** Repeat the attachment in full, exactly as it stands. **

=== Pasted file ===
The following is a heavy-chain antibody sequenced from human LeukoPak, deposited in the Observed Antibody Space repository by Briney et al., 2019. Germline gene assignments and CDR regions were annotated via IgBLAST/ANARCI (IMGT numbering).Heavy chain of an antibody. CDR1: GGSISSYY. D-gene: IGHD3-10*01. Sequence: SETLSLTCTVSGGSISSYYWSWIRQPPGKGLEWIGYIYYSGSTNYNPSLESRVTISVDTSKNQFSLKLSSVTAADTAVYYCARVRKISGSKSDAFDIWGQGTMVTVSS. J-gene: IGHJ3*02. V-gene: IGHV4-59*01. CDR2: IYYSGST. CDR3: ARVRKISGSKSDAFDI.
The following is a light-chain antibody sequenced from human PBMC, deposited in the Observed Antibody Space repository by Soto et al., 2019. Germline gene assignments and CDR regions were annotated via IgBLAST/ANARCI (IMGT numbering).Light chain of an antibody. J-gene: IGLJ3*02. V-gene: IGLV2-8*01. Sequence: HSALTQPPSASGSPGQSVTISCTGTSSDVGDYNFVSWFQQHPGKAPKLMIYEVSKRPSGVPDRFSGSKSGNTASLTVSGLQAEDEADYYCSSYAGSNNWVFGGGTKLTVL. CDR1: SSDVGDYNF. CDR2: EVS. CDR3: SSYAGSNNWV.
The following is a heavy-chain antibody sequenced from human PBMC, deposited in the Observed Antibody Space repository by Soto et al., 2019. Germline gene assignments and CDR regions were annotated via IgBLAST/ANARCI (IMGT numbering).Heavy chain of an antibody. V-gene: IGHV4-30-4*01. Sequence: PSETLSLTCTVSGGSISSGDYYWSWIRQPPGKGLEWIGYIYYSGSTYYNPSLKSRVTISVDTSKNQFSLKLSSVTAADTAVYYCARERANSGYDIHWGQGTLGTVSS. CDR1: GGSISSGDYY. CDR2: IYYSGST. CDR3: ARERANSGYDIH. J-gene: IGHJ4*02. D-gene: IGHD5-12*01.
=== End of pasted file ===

The following is a heavy-chain antibody sequenced from human LeukoPak, deposited in the Observed Antibody Space repository by Briney et al., 2019. Germline gene assignments and CDR regions were annotated via IgBLAST/ANARCI (IMGT numbering).Heavy chain of an antibody. CDR1: GGSISSYY. D-gene: IGHD3-10*01. Sequence: SETLSLTCTVSGGSISSYYWSWIRQPPGKGLEWIGYIYYSGSTNYNPSLESRVTISVDTSKNQFSLKLSSVTAADTAVYYCARVRKISGSKSDAFDIWGQGTMVTVSS. J-gene: IGHJ3*02. V-gene: IGHV4-59*01. CDR2: IYYSGST. CDR3: ARVRKISGSKSDAFDI.
The following is a light-chain antibody sequenced from human PBMC, deposited in the Observed Antibody Space repository by Soto et al., 2019. Germline gene assignments and CDR regions were annotated via IgBLAST/ANARCI (IMGT numbering).Light chain of an antibody. J-gene: IGLJ3*02. V-gene: IGLV2-8*01. Sequence: HSALTQPPSASGSPGQSVTISCTGTSSDVGDYNFVSWFQQHPGKAPKLMIYEVSKRPSGVPDRFSGSKSGNTASLTVSGLQAEDEADYYCSSYAGSNNWVFGGGTKLTVL. CDR1: SSDVGDYNF. CDR2: EVS. CDR3: SSYAGSNNWV.
The following is a heavy-chain antibody sequenced from human PBMC, deposited in the Observed Antibody Space repository by Soto et al., 2019. Germline gene assignments and CDR regions were annotated via IgBLAST/ANARCI (IMGT numbering).Heavy chain of an antibody. V-gene: IGHV4-30-4*01. Sequence: PSETLSLTCTVSGGSISSGDYYWSWIRQPPGKGLEWIGYIYYSGSTYYNPSLKSRVTISVDTSKNQFSLKLSSVTAADTAVYYCARERANSGYDIHWGQGTLGTVSS. CDR1: GGSISSGDYY. CDR2: IYYSGST. CDR3: ARERANSGYDIH. J-gene: IGHJ4*02. D-gene: IGHD5-12*01.